We’re not that far into 2007, but Krautheimer has already handled some major matters. He was involved in the giant Vornado/Equity Office battle, and after his client walked away from that fight, he plunged himself to the Central Parking/KCPC Holdings transaction. (We hear about these things because we’re on the S&C deal distribution list.)
Perhaps Eric Krautheimer, since the start of Brokeback Lawfirm, has started treating his underlings with greater civility. But we’re sure there is some dirt out there, even if it’s old.
Please feel free to share it with us by email (subject: “Eric Krautheimer”). Thanks!
Earlier: Prior ATL coverage of Eric Krautheimer (scroll down)
Here’s some juicy gossip about the case that everyone can’t stop talking about: Aaron Charney v. Sullivan & Cromwell. Some of this information has previously appeared elsewhere, but this letter nicely synthesizes everything.
It’s long, so we’ll post it in two parts. Here’s the first installment:
While I’ve hesitated until now to write, your coverage of Aaron Charney’s lawsuit has been extremely entertaining, if often wildly inaccurate.
Like many current and former associates at S&C, I’m torn between my indifference towards Aaron (who was standoffish at best and somewhat obnoxious at worst) and my recognition of some genuinely negative aspects of the firm as portrayed in his complaint. But ultimately I have to come down on the side of the firm, because from where I sit Aaron’s story — while it may be peppered with, or “larded”, with some actual facts — doesn’t really paint a picture of discrimination or retaliation.
First of all, I think the idea of S&C being anti-gay as an institution is completely laughable. I’ve even heard fellow associates express concern that — all other things being equal — being straight is a liability when it comes to making partner. I’ve never heard a homophobic, racist or sexist comment, although I’ve heard rumors of a few. It’s rumored as well that Aaron himself made a homophobic comment or two in his more deeply closeted days. Who knows. Maybe I just inspire caution in this regard.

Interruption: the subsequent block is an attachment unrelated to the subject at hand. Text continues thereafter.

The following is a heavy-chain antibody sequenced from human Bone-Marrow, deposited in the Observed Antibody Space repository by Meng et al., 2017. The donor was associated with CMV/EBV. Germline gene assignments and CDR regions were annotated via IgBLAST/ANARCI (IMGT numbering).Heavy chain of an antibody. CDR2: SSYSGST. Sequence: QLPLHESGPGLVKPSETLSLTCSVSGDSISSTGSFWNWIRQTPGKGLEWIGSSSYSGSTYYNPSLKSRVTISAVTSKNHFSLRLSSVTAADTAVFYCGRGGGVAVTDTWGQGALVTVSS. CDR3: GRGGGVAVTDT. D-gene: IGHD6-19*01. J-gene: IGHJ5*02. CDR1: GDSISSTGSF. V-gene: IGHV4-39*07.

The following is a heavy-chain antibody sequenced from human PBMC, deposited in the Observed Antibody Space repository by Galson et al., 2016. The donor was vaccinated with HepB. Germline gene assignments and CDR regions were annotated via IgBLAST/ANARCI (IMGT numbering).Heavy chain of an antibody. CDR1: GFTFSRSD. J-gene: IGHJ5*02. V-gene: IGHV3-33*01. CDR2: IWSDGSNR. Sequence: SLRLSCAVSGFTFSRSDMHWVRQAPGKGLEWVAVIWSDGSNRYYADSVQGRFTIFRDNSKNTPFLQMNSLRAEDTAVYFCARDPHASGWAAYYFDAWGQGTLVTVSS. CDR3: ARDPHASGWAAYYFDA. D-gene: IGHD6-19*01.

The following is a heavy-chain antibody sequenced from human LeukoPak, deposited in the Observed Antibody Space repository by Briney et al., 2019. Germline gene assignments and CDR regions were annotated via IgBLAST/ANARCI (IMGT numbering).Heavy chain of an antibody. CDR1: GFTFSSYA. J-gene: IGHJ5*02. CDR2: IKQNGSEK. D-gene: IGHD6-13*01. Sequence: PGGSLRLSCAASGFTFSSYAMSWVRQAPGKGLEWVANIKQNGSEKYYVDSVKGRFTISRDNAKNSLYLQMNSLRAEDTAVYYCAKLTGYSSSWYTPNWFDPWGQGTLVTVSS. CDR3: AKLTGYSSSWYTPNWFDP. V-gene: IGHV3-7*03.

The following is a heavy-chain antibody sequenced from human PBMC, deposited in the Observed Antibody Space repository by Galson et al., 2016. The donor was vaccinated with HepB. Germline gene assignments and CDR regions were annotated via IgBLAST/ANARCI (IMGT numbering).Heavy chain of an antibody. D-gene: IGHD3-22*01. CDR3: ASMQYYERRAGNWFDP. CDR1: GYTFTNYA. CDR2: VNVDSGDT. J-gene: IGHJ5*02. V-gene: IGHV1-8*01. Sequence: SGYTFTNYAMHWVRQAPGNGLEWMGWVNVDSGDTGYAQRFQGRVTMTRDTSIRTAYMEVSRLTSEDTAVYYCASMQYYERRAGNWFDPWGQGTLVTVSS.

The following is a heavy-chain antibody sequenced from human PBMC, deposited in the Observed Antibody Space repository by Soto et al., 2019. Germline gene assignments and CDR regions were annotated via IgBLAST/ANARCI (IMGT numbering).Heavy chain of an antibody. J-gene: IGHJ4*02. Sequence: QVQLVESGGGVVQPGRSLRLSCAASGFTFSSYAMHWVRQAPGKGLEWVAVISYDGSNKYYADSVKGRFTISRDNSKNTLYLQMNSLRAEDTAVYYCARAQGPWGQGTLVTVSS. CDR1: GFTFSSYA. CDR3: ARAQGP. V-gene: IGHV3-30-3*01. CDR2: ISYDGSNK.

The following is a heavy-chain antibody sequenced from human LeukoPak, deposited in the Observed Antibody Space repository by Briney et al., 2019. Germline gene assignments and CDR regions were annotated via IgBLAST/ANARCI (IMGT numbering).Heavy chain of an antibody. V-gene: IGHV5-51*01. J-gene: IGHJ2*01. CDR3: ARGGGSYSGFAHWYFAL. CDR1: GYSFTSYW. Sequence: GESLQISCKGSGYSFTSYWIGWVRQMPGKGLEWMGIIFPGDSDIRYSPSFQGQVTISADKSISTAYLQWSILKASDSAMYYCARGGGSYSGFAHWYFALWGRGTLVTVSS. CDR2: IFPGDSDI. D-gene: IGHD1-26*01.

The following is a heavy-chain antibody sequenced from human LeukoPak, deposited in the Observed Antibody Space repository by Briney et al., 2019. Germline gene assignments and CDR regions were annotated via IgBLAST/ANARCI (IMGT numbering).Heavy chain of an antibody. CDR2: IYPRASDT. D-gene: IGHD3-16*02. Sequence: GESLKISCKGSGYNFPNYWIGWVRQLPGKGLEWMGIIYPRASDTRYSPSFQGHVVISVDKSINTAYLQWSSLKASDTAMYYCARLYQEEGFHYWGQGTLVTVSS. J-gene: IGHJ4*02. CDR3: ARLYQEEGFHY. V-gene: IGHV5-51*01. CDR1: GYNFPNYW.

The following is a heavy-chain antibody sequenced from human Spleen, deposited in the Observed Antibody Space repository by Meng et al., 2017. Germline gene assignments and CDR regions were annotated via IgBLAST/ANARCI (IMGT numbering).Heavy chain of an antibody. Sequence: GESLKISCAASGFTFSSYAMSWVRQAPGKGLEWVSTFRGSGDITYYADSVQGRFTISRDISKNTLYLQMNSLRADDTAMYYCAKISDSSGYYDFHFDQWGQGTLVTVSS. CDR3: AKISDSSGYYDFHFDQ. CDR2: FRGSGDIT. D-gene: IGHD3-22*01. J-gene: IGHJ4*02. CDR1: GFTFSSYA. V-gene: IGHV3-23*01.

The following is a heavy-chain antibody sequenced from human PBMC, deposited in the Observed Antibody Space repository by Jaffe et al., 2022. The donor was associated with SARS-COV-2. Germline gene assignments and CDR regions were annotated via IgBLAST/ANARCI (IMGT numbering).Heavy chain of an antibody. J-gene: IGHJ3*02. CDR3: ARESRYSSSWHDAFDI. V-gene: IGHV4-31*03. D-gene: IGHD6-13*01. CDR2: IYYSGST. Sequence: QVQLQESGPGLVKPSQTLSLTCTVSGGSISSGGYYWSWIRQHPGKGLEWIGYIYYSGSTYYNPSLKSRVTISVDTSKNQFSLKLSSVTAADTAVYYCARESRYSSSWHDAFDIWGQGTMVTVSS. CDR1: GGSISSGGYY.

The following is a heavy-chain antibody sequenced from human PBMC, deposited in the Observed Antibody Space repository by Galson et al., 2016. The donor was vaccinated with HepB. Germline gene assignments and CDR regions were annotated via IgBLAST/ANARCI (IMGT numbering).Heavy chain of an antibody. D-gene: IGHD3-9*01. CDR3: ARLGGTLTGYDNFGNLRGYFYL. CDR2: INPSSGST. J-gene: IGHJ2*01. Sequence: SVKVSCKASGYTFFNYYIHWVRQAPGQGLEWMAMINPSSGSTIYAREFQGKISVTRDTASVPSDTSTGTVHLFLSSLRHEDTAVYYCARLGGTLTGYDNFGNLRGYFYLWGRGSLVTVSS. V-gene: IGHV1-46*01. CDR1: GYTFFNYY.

The letter continues after the jump.
- Aaron Charney, Alexandra Korry, Biglaw, Eric Krautheimer, Gay, H. Rodgin Cohen, Media and Journalism, Robert Kolker, Sullivan & Cromwell
This is a continuation of our prior post, Brokeback Lawfirm: The New York Magazine Piece (Part 1), which discussed the first half of Robert Kolker’s New York magazine article about Aaron Charney.
Our discussion picks up on page three (web pagination) of Kolker’s piece. At the top of that page is this fabulous graphic, entitled “Notes on a Scandal”:
It’s arguably a little derivative of an earlier New York Observer graphic (discussed here). But the textual elements are new, and some of the featured individuals are different.
The illustrations are amusing. They’re perhaps the most “pro-Charney” part of the whole article, since they’re so unflattering to the S&C lawyers, who are drawn to resemble animals. H. Rodgin Cohen looks like a frog, and Alexandra Korry looks like a chimp.
Our further thoughts on the article appear after the jump.
Yup, we watched the Academy Awards ceremony last night. We sat through the whole damn thing. As always, it was overlong. But at least we were struck by inspiration.
It’s only a matter of time before the Aaron Charney story gets turned into a Lifetime Original Movie. And when it does, we have a recommendation for who should play powerhouse partner Alexandra Korry: